● Integration into the resilience framework: The behavior of the DAS when integrated to the multidimensional and sub-structured resilience decision-making framework should be investigated in detail. The relationship between the endowment properties and the continuous-state survival function should also be explored.

● Broadening the range of application: Higher-order schemes should be addressed to reduce the approximation error for structure functions that are not diagonally state constant. Further, the DAS formulas should be extended for diagonally state negative structure functions and multiple component types.

● Consideration of uncertainties: Extension of the DAS towards a consideration of uncertainties based on the proposed approach in ^{[28]} and integration into the multidimensional resilience decision-making framework for complex and sub-structured systems ^{[25]}. Approaches to reduce the storage requirements and to further condensate the developed formulas for enhanced efficiency during the online phase are of great interest.

## DECLARATIONS

### Authors' contributions

Made substantial contributions to conception and design of the work: Winnewisser NR, Salomon J, Broggi M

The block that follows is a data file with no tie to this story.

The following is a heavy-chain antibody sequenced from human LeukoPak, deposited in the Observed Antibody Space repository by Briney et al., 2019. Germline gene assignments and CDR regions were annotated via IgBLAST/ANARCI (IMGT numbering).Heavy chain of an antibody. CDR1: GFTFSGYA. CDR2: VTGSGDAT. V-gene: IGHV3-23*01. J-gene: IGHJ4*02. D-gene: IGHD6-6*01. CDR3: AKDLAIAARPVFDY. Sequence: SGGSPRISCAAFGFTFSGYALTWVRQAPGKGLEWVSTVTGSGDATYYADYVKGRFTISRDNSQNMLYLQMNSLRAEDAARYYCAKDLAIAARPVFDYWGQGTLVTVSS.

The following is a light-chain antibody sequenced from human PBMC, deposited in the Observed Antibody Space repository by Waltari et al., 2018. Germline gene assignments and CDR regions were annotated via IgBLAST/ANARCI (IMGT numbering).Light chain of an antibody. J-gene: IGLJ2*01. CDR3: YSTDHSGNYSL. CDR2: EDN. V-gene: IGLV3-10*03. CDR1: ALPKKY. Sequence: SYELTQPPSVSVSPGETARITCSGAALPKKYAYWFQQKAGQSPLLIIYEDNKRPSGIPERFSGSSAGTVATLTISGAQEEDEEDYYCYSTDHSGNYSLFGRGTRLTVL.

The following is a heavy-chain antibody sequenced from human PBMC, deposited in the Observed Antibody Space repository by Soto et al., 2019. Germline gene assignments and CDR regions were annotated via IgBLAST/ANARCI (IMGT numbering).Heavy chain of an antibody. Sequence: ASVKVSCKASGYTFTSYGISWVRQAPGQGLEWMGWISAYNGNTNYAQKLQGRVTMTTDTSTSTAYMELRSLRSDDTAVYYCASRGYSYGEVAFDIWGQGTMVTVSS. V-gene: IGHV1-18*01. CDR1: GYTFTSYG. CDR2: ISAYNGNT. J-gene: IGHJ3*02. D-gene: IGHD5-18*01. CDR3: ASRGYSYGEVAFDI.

Performed data analysis and interpretation: Winnewisser NR

Provided administrative and technical support: Broggi M, Beer M

### Availability of data and materials

Not applicable.

### Financial support and sponsorship

This work was funded by the Deutsche Forschungsgemeinschaft (DFG, German Research Foundation) SPP 2388 501624329 and the "Reliability and Safety Engineering and Technology for large maritime engineering systems" (RESET) programme 730888.

### Conflicts of interest

All authors declared that there are no conflicts of interest.

### Ethical approval and consent to participate

Not applicable.

### Consent for publication

Not applicable.

### Copyright

© The Authors 2023.

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## Cite This Article

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Winnewisser, N. R.; Salomon J.; Broggi M.; Beer M. The concept of diagonal approximated signature: new surrogate modeling approach for continuous-state systems in the context of resilience optimization. *Dis. Prev. Res.* **2023**, *2*, 4. http://dx.doi.org/10.20517/dpr.2023.03